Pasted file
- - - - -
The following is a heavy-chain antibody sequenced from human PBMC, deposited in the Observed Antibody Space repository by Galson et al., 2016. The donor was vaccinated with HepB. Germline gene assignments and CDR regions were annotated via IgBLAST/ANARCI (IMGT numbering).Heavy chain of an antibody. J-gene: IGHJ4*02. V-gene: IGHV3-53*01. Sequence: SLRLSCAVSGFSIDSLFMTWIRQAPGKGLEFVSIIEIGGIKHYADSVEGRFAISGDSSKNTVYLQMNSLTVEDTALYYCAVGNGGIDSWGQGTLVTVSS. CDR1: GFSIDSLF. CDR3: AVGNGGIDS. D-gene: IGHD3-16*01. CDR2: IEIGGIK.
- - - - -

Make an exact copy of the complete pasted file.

The following is a heavy-chain antibody sequenced from human PBMC, deposited in the Observed Antibody Space repository by Galson et al., 2016. The donor was vaccinated with HepB. Germline gene assignments and CDR regions were annotated via IgBLAST/ANARCI (IMGT numbering).Heavy chain of an antibody. J-gene: IGHJ4*02. V-gene: IGHV3-53*01. Sequence: SLRLSCAVSGFSIDSLFMTWIRQAPGKGLEFVSIIEIGGIKHYADSVEGRFAISGDSSKNTVYLQMNSLTVEDTALYYCAVGNGGIDSWGQGTLVTVSS. CDR1: GFSIDSLF. CDR3: AVGNGGIDS. D-gene: IGHD3-16*01. CDR2: IEIGGIK.